Ossipee Lake and North Conway, NH | A Late Fall Visit to the White Mountains
In the beautiful Lakes Region of central New Hampshire, it’s fair to say that the mighty Lake Winnipesaukee gets most of the attention. While the hustle and bustle of Lake Winni is hard to avoid, it was the lesser-known (but no less praiseworthy) Ossipee Lake a little bit northeast that spurred a recent excursion, which included a visit to nearby North Conway.
My mother’s friend Neha had generously invited us (meaning my mom and me), along with fellow friends Maria and Karen, to visit her family’s lake house for a late-fall getaway weekend, and I was delighted to accept. The older I get, the more I love and appreciate the wonderful group of friends my mom has made through her job teaching small children at my hometown’s community center. It takes a special kind of person to spend the day working with toddlers and pre-schoolers — qualities like kindness, humor, and patience spring to mind — and these women are. Many of them (including Neha) have known me since I was in my early teens, but now that I’m in my early thirties, I get to join in on some of the fun!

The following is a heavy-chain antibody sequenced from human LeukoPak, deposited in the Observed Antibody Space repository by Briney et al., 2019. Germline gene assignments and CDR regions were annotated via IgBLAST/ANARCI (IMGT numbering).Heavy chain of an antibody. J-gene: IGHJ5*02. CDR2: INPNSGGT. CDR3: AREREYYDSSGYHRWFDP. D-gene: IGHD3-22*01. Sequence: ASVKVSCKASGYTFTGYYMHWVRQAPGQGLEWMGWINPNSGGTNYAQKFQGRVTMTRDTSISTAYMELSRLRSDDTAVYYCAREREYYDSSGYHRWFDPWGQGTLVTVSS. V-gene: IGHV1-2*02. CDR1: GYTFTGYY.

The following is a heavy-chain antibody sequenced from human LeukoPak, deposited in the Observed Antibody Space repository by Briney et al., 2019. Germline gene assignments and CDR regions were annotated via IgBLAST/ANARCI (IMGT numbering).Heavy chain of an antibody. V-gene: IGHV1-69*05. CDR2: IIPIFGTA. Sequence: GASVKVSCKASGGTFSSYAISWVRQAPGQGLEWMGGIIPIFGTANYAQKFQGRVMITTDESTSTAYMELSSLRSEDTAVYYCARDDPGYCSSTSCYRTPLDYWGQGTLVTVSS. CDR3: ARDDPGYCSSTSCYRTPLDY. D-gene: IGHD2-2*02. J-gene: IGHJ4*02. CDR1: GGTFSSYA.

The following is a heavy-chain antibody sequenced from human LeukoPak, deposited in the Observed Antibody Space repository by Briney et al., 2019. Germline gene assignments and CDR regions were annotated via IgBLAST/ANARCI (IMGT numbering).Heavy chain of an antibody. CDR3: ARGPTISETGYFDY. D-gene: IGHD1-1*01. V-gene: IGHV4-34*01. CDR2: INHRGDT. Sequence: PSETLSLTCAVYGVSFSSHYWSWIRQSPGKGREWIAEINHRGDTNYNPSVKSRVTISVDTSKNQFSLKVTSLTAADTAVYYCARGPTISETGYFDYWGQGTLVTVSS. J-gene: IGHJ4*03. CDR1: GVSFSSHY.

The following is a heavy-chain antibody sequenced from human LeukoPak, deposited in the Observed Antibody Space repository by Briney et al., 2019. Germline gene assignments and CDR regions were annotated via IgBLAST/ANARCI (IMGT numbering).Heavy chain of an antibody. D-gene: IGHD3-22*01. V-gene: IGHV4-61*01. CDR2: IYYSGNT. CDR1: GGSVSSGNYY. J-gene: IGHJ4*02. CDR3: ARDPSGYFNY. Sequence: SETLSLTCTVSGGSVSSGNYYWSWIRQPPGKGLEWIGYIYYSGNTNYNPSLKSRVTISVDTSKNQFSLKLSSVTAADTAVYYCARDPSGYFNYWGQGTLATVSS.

Mom and I made the drive north together last Friday, taking route 28 north all the way from my apartment in Manchester, NH past the right bank of Winnipesaukee and up to Ossipee. It was dark when we arrived, but in the morning we got our first “wow” views of the lake (the sixth largest in the state), which was just steps from the porch. I immediately understood why Neha and her family love their visits. The house itself was the perfect combination of comfy and cozy, with the added bonus of heat (and hot coffee) to keep us toasty and we looked out the “wall of windows” onto the lake. It was late October, and fall’s cooler temps had definitely moved in!
It was a beautiful spot to enjoy late fall in New England, and what visit to the New Hampshire Lakes Region would be complete without a loon? After all, nearby Moultonboro is home to The Loon Center and Markus Wildlife Sanctuary, and loon loot is for sale in many of the region’s souvenir and tourist shops. We watched our Saturday morning bird swim and dive for awhile (where will it pop up next?) before starting the day.